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about which the Court may take judicial notice." Gustave-Schmidt v. Chao, 226 F.Supp.2d 191, 196 (D.D.C. 2002) (citations omitted).

ANALYSIS

In its motion for summary judgment, defendant advances four arguments in support of its contention that plaintiff's case should be dismissed. First, it argues that Counts I and II were filed after the applicable statute of limitations and are therefore time-barred. Def.'s Mem. at 8-11. Second, defendant asserts that plaintiff fails to state a claim for adverse determination in Count I because he has not set forth sufficient facts to show that: (1) the FBI failed to maintain plaintiff's records with the degree of accuracy necessary to assure fairness in the determination; (2) the FBI's reliance on the inaccurate records proximately caused the adverse determination; or (3) the FBI acted intentionally or willfully in failing to maintain plaintiff's records. Id. at 11. Third, defendant argues that plaintiff's claim in Count II for wrongful disclosure must fail as a matter of law because any disclosure was undertaken pursuant to an applicable exception or exemption to the Privacy Act. Id. at 18-22. Finally, defendant contends that plaintiff's claim in Count III for failure to correct records is premature because plaintiff has failed to exhaust his administrative remedies. See Id. at 23. For the reasons stated below, the Court will grant defendant's motion for summary judgment as to Counts I and II because they are barred under the Privacy Act's statute of limitations, and it will grant defendant's motion to dismiss Count III because plaintiff failed to exhaust his administrative remedies. Given those rulings, the Court need not reach the other issues presented.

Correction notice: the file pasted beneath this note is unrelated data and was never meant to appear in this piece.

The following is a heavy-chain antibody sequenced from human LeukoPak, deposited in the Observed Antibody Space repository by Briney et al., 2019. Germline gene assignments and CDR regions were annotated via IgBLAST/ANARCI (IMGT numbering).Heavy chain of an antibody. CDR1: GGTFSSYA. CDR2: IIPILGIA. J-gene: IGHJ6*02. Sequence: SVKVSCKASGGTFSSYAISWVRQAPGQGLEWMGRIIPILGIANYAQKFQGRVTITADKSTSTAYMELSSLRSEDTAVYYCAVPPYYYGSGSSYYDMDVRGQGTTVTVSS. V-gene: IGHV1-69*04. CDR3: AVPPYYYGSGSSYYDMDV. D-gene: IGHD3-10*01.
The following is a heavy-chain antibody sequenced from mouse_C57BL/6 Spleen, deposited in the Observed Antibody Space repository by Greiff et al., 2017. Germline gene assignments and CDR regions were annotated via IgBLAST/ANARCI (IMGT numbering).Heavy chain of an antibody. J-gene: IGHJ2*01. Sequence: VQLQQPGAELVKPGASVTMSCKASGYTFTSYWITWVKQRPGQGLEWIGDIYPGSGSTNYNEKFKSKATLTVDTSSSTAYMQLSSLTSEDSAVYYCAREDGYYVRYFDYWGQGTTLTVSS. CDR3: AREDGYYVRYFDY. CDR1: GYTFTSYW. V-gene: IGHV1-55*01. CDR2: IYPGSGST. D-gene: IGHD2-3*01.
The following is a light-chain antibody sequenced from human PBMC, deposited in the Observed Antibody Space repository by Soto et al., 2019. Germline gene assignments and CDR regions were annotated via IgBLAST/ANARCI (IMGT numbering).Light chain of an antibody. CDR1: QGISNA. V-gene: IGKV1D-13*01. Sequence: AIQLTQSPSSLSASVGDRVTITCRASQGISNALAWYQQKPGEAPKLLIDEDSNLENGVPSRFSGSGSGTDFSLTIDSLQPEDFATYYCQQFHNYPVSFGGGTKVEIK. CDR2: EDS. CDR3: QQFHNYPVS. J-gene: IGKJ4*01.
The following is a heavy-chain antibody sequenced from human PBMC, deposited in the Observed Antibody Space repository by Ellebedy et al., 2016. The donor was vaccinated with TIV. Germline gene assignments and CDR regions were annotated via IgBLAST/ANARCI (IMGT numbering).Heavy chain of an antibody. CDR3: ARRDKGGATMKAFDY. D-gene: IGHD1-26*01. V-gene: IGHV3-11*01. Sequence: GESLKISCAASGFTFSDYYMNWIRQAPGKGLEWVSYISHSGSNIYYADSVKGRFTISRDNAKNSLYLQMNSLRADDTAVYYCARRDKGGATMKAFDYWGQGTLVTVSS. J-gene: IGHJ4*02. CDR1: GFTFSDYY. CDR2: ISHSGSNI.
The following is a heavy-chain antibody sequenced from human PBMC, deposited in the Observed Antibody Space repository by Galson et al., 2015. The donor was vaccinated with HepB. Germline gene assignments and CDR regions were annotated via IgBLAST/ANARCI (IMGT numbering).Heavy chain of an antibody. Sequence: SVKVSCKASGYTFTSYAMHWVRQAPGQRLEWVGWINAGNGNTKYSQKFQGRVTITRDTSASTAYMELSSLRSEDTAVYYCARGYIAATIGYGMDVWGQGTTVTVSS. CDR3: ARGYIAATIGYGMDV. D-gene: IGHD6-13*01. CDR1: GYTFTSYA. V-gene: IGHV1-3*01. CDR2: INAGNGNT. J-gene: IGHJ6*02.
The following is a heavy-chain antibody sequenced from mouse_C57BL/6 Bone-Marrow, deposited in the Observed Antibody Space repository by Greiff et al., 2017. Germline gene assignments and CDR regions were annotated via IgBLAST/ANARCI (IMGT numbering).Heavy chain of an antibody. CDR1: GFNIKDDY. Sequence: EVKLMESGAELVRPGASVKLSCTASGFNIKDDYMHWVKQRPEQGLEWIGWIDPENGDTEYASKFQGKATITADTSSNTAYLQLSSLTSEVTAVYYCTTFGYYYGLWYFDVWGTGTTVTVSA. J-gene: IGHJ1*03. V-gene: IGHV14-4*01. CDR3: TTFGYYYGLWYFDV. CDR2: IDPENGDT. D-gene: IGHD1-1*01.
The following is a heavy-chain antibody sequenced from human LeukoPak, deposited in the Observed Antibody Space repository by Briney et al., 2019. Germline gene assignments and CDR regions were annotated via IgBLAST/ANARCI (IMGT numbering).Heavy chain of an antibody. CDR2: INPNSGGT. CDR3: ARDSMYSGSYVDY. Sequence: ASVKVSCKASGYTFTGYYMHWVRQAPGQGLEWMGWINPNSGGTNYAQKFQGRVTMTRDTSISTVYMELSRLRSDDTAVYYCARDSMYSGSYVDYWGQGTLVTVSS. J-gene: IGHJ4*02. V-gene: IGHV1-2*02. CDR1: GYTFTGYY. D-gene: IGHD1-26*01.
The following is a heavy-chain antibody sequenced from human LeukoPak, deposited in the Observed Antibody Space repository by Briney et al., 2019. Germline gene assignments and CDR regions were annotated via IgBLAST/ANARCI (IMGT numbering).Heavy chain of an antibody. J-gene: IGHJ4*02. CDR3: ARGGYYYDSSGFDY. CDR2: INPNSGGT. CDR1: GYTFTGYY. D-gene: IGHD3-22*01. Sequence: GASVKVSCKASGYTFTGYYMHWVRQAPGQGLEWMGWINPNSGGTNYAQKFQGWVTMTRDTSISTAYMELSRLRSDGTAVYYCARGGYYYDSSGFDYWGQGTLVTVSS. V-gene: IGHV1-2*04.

I. Counts I and II of the amended complaint are time-barred.